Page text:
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jeremy2
Site Admin


Joined: 04 Aug 2006
Posts: 48

Post subject: Update     PostPosted: Tue Oct 03, 2006 3:05 pm  Reply with quote

The SendReceive file in the (included in LightLoader) has received a shot in the arm. Let me explain the basic use for this file.

I designed SendReceive to simplify the process of using JSON to send/receive information (which is a lot easier and less resource intensive than XML). Basically there is a "request" object and a "reply" object sent. The request object would contain parameters and data in the form of variables, like so:

//JavaScript snippet

var sender = new SendReceive();
var request = {}; // Shorthand for creating a new object.
request.get = '/index.html';


//End JavaScript snippet

In this simplified example, the script that the object is being passed to could look for the variable "get" and then send back the text from the page www.seemysites.net.

In order to send a request, you make a SendReceive object and a request object (see example above).


There are two ways to send data: synchronous and asynchronous. Synchronous means that the script has to wait for a reply, while asynchronous means that a function will be called when the request is received and other things can be done by the script. Usually people only want asynchronous callbacks, but occassionaly a synchronous call is necessary (such as when a certain order has to be followed).

To change from being asynchronous (the default) to synchronous, change the "async" variable on your sender object to false (e.g., sender.async = false;). Please note at this time that if you define a "receive" function, that the function will not be called (I will update it later), but the object returned will be available at sender.response.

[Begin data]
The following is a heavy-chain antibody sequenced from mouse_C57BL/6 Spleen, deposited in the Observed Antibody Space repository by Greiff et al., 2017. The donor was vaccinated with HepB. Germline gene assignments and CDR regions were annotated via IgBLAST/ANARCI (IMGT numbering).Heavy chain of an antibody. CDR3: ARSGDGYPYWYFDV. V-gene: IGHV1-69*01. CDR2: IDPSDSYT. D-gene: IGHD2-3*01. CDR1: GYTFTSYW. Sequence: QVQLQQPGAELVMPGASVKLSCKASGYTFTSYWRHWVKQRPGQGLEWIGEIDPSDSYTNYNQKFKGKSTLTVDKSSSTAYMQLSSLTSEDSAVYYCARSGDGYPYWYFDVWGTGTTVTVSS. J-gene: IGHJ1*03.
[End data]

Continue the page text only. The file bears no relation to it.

There are two ways to define a function that will receive the response object. You can define one like regular:
function getResponse(response) {
...
}
And then pass it as an argument when you send the request, like so:
sender.sendRequest('/forum/somefile.html', request, getResponse);

The other way is to assign the "receiver" attribute of the sender object like so:
sender.receiver = function(response) {
...
};

So that is basically it. You call the remote script by using:
sender.sendRequest(URL of script, request object, receiver function (possibly optional), quiet (optional)) and then receive an object back from the remote script at your defined function. The quiet objective set to true will make it so that an alert is not displayed, but will pass a variable named "status" back the function that will be something other than "ok". You can check for this by checking response.status in the example function above. The err_msg variable will contain a text error message.
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jeremy2
Site Admin


Joined: 04 Aug 2006
Posts: 48

Post subject:     PostPosted: Tue Oct 03, 2006 3:19 pm  Reply with quote

Now for the fun part. Also included in SendReceive is the ability to send a request every n milliseconds. This is uses many of the same mechanisms as the SendReceive object. You define this object as follows:

repeater = RepeatGetAction(URL, request object, interval (in milliseconds), success function, fail function, stop on fail (boolean));

This is pretty basic. The success function will be called when the request goes through successfully and the script does not return a status parameter of "error". The fail function will be called when the status parameter is "error." If there is an error with the request itself, a message is displayed to the user and the requests are stopped. You can stop the requests yourself by calling repeater.stop(). The stop on fail parameter has not been implemented yet. You can also call the stop() function within the success or fail functions by calling this.stop(). This little object is the JavaScript basis for the LightLoader file upload progress script.

I would suggest reading more about JSON at http://www.json.org to learn how you can implement it in your programming.
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